E-Alert Case Updates
West Virginia Federal Court Examines What Constitutes “Good Cause” To Modify A Scheduling Order Under Federal Rule of Civil Procedure 16
Kelley v. Enhanced Recovery Company, LLC
Kelley v. Enhanced Recovery Company, LLC involved a motion for leave to file an amended complaint filed by the plaintiff in her lawsuit against a debt collection company for alleged violations of the West Virginia Consumer Credit and Protection Act (“WVCCPA”). Specifically, the plaintiff sought to add a bank as a new defendant, after the deadline for such amendments in the applicable scheduling order had passed, on the theory that the debt collection company was acting as the bank’s agent when it violated the WVCCPA. The United States District Court for the Northern District of West Virginia found that the plaintiff did not discover that the debt collection company may have been acting as the bank’s agent until after the deadline to amend the pleadings because the debt collection company failed to cooperate in scheduling depositions. Therefore, the District Court concluded that the plaintiff had shown good cause for why she was unable to comply with the deadline set forth in the scheduling order to amend the pleadings, and granted the plaintiff’s motion for leave to file an amended complaint.
By way of factual background, Plaintiff Patty Kelley (“Plaintiff” or “Kelley”) originally filed a complaint against Defendant Enhanced Recovery Company, LLC (“Defendant” or “Enhanced Recovery”), in the Circuit Court of Marshall County, West Virginia. In her complaint, Kelley alleged that Enhanced Recovery violated the WVCCPA by continuing to contact her numerous times to attempt to collect a debt from her after she informed Enhanced Recovery that she was represented by counsel.
Enhanced Recovery subsequently removed the case to the United States District Court for the Northern District of West Virginia (the “District Court”). Kelley then filed a motion to amend the complaint to add a new defendant, after the deadline for such amendments in the applicable scheduling order had passed. Enhanced Recovery filed a response in opposition, arguing that Plaintiff failed to show good cause for not seeking to amend the complaint earlier.
The District Court began its analysis by noting that a party who “seeks to amend its pleadings after the deadline for such amendments in the scheduling order has passed, must show good cause under Rule 16 for why the party failed to timely file a motion to amend.” See Nourison Rug Corp. v. Parvizian, 535 F.3d 295, 298 (4th Cir. 2008). The District Court explained that “good cause requires that the party has been diligent in seeking to abide by deadlines,” and “if the party demonstrates good cause, then the court should deny the party’s motion only when the amendment would be prejudicial to the opposing party, there has been bad faith on the part of the moving party, or the amendment would be futile.” See Cook v. Howard, 484 F.App’x 805, 815 (4th Cir. 2012); Johnson v. Oroweat Foods Co., 785 F.2d 503, 509 (4th Cir. 1986).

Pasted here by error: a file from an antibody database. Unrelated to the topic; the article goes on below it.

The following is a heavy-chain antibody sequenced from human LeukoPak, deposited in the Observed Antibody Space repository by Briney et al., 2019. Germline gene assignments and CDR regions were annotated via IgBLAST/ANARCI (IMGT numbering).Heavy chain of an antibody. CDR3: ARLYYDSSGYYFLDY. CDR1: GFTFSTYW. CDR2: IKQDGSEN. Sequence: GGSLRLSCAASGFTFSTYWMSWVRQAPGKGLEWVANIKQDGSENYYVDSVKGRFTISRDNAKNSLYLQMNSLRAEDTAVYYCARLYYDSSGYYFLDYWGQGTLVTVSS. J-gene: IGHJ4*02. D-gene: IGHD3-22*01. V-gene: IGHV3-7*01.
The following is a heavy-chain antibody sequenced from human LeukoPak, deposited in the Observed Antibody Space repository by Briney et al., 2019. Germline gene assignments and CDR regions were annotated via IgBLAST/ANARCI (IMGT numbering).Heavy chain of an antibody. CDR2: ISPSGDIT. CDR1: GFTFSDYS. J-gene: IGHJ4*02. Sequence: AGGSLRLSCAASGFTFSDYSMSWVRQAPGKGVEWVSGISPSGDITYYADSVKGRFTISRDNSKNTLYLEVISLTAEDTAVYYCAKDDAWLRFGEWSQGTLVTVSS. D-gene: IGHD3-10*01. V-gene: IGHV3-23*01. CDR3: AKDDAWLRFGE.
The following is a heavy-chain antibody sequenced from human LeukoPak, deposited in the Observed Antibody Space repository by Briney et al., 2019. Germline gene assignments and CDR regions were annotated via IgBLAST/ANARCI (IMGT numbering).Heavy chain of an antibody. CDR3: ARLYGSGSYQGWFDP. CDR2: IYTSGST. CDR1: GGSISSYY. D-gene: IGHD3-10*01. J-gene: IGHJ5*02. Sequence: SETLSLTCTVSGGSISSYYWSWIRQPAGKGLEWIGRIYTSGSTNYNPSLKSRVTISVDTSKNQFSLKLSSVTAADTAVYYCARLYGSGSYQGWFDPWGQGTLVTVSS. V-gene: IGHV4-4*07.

Turning to the facts of the case, the District Court noted that Plaintiff sought to name Synchrony Bank (“Synchrony”) as a defendant on the theory that Enhanced Recovery was acting as Synchrony’s agent when it allegedly violated the WVCCPA. Plaintiff argued that she was not aware that Enhanced Recovery was acting as Synchrony’s agent until Plaintiff’s counsel took Enhanced Recovery’s Rule 30(b)(6) deposition on February 22, 2016. Further, Plaintiff provided as attachments to her reply memorandum, correspondence between counsel showing that Plaintiff was unable to take Defendant’s Rule 30(b)(6) deposition before the amendment deadline passed because Defendant failed to cooperate in scheduling the deposition to coincide with another similar civil action that Plaintiff’s counsel was engaged in against Defendant. The District Court found that it was “not unreasonable” for Plaintiff’s counsel to seek to coordinate the Rule 30(b)(6) depositions between those civil actions, “because coordination would serve to save the parties time and expense,” as both civil actions were based on similar conduct and Defendant and its officers were located in Florida.
Defendant argued that Plaintiff should have discovered that Synchrony was a potential defendant in written discovery. Specifically, Defendant argued that Plaintiff knew Synchrony was her creditor before filing the civil action at issue because she sent letters to Synchrony informing it that she was represented by counsel and unable to pay her debt.
The District Court noted, however, that Plaintiff sought to name Synchrony as a defendant on the theory that Synchrony was liable for Enhanced Recovery’s alleged statutory violations committed as Synchrony’s agent. According to the District Court, the operative question was not when Plaintiff learned that Synchrony was her creditor, but when Plaintiff discovered that Enhanced Recovery “may have been acting as Synchrony’s agent,” which the District Court found was not until the Rule 30(b)(6) deposition. Therefore, the District Court concluded that Plaintiff had shown good cause for why she was unable to comply with the deadline set forth in the scheduling order to amend the pleadings.
Further, the District Court found that Plaintiff had demonstrated that the proposed amended complaint would not prejudice Defendant, was not futile, and was not sought in bad faith. The District Court explained that the amendment did not “affect the viability or theory of the Plaintiff’s cause of action against the Defendant,” and that any additional time Defendant may need to conduct discovery or further develop its defense could be addressed by filing a motion to amend the scheduling order. Thus, the District Court granted Plaintiff’s motion for leave to file an amended complaint.
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